At the opening there was a fucking sexy nurse in an exciting dress. You know, just white, playing around with all the fantasies about hospitals and the 'sisters' within.
The exhibition is somehow disturbing. The huge table -it's not really a table- functions as a pedestal for two books written by Mr. Gillick. "Erasmus is late"--deals with the fictive possibility that the working class or labour class didn't necessarily have to become what it is now, if Erasmus would have come to the dinner. It is some kind of a mixture between a fictive dinner before the early developments of capitalism and a guide through London. "Ibuka" is some kind of an expose for an opera. The books are displayed on this low sculpture together with a few pages, excerpts from the text. But anyway, who wants to change the world? Maybe at some time there was the possibility that everything could have moved on in a different kind of history. That seems to be the fictive point in the book "Erasmus Was Late". You know, I'm mixing up past and presence. Was he late or is he late? Who is this guy anyway, Erasmus von Rotterdam?
There are three yellow plastic sheets with round holes in them hanging from the wall. There is a blue one too, cut at the lower half into vertical strips. There are some papers on the wall showing different logos--mainly about the sentence "erasmus is late". There is a bundle of yellow papers (the manuscript for one of the books). A simple wooden wall construction creates a small room-like a cubicle. Everything together could be part of a conventional art exhibition, and, at the same time, I think that the conventional definitions for objects like these (as art) don't function anymore.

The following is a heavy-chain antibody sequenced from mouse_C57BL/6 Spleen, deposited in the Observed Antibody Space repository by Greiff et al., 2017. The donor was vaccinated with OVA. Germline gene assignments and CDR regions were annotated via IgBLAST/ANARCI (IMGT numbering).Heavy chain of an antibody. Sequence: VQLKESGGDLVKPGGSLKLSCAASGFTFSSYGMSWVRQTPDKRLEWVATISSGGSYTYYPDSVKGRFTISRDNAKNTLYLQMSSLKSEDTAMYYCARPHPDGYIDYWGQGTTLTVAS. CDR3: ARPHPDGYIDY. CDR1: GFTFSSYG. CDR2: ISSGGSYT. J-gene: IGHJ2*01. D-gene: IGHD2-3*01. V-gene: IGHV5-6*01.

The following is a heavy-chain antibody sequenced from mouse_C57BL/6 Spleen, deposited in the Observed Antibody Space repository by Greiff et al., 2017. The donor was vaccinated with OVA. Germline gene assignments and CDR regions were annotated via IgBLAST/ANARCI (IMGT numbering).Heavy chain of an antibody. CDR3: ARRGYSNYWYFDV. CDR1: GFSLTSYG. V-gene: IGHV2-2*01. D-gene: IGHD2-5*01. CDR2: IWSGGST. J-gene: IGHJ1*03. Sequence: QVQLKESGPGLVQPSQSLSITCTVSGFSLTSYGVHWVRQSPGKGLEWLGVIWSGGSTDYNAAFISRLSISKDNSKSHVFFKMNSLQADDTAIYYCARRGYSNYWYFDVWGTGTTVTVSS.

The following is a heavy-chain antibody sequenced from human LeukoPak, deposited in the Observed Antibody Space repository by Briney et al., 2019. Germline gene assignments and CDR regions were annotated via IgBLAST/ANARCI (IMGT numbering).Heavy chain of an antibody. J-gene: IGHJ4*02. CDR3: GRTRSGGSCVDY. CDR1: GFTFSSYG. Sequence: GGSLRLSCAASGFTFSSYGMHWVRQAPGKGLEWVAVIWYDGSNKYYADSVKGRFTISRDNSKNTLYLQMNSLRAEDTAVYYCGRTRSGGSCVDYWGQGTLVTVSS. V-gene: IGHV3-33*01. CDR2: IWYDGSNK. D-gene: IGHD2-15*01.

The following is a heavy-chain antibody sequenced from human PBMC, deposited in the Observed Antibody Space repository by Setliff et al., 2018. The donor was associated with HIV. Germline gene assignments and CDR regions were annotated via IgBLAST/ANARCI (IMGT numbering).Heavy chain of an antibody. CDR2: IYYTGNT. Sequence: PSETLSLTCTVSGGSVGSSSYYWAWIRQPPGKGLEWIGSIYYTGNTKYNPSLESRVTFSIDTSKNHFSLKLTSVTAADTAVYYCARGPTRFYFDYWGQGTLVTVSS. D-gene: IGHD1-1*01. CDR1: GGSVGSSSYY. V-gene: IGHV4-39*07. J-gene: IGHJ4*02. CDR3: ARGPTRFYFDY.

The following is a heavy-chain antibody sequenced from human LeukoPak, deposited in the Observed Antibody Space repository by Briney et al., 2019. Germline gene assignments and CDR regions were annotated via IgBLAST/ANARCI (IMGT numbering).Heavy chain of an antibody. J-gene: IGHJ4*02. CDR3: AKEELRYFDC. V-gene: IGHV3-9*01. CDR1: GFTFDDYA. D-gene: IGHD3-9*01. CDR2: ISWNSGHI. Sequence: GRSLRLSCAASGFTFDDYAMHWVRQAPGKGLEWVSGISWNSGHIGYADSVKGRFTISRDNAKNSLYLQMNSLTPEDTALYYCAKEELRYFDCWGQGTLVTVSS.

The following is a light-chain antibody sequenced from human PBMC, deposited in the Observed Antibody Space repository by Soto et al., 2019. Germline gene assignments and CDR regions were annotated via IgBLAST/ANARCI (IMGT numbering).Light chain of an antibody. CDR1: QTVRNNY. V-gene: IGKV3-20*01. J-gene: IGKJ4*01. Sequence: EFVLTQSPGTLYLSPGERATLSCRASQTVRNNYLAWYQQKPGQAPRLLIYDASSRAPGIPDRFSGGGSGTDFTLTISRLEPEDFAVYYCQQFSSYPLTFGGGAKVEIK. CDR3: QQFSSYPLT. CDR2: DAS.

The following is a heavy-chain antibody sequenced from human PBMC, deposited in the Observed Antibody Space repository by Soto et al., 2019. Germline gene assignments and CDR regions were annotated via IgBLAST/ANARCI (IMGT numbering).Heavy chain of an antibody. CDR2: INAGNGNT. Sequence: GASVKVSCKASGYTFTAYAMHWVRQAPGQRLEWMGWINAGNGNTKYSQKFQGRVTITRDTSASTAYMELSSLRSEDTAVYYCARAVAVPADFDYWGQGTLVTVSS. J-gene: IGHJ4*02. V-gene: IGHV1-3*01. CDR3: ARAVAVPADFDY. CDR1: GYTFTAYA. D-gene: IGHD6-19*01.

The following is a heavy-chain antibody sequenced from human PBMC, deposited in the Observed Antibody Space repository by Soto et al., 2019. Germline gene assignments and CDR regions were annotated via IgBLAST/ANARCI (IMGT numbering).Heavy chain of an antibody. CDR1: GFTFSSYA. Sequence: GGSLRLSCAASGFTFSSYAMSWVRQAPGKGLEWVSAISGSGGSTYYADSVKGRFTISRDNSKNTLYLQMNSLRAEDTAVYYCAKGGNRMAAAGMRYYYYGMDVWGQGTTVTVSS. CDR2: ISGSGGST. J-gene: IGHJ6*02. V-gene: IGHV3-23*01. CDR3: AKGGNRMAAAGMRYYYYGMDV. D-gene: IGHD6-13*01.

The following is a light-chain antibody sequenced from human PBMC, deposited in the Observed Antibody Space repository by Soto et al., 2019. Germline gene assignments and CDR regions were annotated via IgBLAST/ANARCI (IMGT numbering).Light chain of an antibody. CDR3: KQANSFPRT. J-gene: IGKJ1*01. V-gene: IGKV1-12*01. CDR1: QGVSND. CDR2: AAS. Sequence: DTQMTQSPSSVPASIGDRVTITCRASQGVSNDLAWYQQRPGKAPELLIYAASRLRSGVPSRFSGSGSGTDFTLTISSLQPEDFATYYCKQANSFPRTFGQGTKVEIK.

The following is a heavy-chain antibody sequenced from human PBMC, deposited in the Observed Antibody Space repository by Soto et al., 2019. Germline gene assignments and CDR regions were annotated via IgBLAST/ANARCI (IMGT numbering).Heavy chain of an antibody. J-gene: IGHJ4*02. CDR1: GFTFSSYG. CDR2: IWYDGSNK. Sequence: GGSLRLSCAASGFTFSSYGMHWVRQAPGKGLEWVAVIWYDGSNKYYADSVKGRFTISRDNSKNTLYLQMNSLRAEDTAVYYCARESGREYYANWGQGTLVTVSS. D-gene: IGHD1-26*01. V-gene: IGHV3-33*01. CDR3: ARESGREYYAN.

Even if the objects look very similar to a lot of objects that are defined as art, you have to find new definitions. Definitions which need terms beyond visual appearance, which come rather from social context. Take a look at the monochrome wall-painting near the entrance - halfway up the wall it ends, unfinished. There are some letters like the names you have at the entrance of a show -"I K A B U". I'm mixing even up these few letters. How could I be able to think about definitions?
It's crosstown traffic--the different activities of Mr. Gillick connected in the project, asking the question: how can a public space like a gallery be used, opening that space up for a communication that transcends the common boundaries by the means of complexity?
But, what the hell is going on? Is he creating a myth about the golden age, again? Erasmus was late, maybe he never made it to the party? No, he came. Lawrence Weiner has been there. He likes this kind of action. McNamara too. Have you met him? Beuys?
It's an idea...like remembering you are late to something that is fucking important, some kind of social utopia. What did somebody suggest to me, Prinzip Hoffnung by Ernst Bloch? Could we find the tools for a definition there, in the history he is creating? One could just start to doubt that utopia would be necessary for the development of something else, after the wall was crashing down and the iron curtain didn't exist anymore. Yet, utopia looses all its power when it turns to reality, wenn das woertchen wenn nicht waer [if the word "if" did not exist], we would say in German.
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